AEGL-2 (disability) 0.51 ppm: the threshold level above which intense lacrimation, extreme nose discomfort and transient incapacitation (inability of self protection but without residual consequences) could be observed for an exposure of up to 60 minutes.

AEGL-1 (discomfort) 0.17 ppm: the level above which discomfort could be observed for an exposure of up to 8 hours per day. AEGL is analogous to the OSHA PEL (1 ppm for both hydrogen and ethylene oxide, calculated as an 8 hour time weighted average. See OSHA Standard 1910.1000, Table Z1 Limits for Hydrogen Air Contaminants and OSHA Standard 1910.1047 for Ethylene Air Contaminants.

PAA Continuous Monitoring Solution

Designed specifically for occupational safety, the ChemDAQ PAA monitoring system gives immediate indication of PAA concentration in the work area so that workers can protect themselves from acute and chronic exposure. The Steri-Trac® area monitor has alarm limits and a real time display of PAA concentrations in ppm to provide safety from acute exposure. The DAQ® Central Monitoring System tracks EPA AEGL-1 and AEGL-2 with alerts to provide a level of safety from chronic exposure to PAA.

The continuous monitoring of PAA can help protect employees from the acute and chronic health affects by reporting the toxic concentrations in real time and providing alarms for proactive protection. Many employers whose workers have experienced symptoms of exposure and expressed concern are looking for solutions. A continuous monitoring system along with a comprehensive education program and safe work practices are the best ways to assure worker safety and maximize productivity.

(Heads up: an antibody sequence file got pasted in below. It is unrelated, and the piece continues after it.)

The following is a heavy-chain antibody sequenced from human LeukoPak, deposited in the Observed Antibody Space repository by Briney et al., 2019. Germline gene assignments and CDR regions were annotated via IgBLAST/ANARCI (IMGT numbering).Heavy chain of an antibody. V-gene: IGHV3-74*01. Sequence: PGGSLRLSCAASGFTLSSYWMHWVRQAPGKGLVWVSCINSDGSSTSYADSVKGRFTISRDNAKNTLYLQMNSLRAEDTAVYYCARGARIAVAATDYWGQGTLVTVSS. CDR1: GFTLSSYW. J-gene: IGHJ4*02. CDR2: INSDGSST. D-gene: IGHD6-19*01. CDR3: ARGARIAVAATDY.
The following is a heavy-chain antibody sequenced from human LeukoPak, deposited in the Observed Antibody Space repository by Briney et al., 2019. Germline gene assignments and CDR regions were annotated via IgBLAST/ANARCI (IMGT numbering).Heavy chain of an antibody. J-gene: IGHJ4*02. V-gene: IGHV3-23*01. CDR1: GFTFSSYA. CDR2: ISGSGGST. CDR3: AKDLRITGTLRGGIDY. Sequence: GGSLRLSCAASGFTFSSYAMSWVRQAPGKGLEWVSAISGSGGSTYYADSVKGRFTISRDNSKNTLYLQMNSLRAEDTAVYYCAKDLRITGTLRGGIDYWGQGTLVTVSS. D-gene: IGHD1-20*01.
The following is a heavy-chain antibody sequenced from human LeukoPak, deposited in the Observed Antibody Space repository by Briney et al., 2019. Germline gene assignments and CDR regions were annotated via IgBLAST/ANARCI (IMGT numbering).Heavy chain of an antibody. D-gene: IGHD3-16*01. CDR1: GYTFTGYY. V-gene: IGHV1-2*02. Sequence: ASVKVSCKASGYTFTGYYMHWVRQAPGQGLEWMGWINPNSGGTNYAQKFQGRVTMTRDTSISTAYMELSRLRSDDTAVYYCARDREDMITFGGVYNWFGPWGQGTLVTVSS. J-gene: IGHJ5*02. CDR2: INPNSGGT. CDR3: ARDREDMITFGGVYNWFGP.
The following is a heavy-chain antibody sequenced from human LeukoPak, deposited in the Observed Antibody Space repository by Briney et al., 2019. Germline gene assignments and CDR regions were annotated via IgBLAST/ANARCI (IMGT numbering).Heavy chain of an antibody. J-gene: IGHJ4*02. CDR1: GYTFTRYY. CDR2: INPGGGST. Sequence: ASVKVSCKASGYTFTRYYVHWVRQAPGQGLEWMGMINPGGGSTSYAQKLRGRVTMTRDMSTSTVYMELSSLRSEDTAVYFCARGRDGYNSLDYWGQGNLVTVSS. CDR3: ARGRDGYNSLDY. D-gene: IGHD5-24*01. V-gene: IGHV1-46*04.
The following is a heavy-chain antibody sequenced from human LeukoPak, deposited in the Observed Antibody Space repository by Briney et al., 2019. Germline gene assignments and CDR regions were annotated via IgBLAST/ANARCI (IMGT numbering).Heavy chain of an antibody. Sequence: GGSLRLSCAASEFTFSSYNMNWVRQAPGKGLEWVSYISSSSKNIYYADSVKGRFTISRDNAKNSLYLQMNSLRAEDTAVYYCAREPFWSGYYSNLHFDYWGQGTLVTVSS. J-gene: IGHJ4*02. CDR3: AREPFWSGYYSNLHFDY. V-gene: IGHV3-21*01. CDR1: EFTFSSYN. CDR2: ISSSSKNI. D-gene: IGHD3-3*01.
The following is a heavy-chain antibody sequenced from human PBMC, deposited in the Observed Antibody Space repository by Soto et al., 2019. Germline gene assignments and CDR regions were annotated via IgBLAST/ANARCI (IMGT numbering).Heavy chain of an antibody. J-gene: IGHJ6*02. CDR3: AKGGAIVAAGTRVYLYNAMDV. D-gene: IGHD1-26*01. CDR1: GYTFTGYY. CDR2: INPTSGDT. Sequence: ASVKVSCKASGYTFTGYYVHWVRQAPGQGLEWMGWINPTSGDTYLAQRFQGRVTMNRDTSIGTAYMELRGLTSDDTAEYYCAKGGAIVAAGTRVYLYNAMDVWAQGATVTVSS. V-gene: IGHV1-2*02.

For more information, check out the ChemDAQ Steri-Trac Peracetic Acid Area Monitor.


  1. Is peracetic acid harmful to eyes. My vision has become blurry since working wth glut and peracetic acid for last 4 year

  2. Does the combination of white vinegar at 5% and hydrogen peroxide at 3%, readily available in a grocery store, become peracetic acid? And can this specific combination ever cause the kind of harm to humans in the home as is decried here?

    1. Thanks for the Question. Yes, a mixture of 5% acetic acid (vinegar) and 3% hydrogen peroxide will form peracetic acid. The concentration of PAA can be calculated from the equilibrium constant and the risk of exposure estimated.

      In normal home use, the quantities used are very small and so the risk of exposure is minor. However, if the same mixture were used on a commercial scale, such as food processing operation spraying the mixture all day, then occupational exposure may be significant.

      Many chemicals commonly used in the home have stringent occupational exposure levels. Very few people are concerned about bleach in the home, but OSHA has ceiling PEL 1 ppm.

  3. What amount of dilution and neutralization is needed to make peracetic acid acceptable to put into a sewage system?

    1. I am sorry I don't know the answer to this question. The amount of dilution needed is normally determined by the local water authority. I recommend contacting them and I am sure they can give you an answer.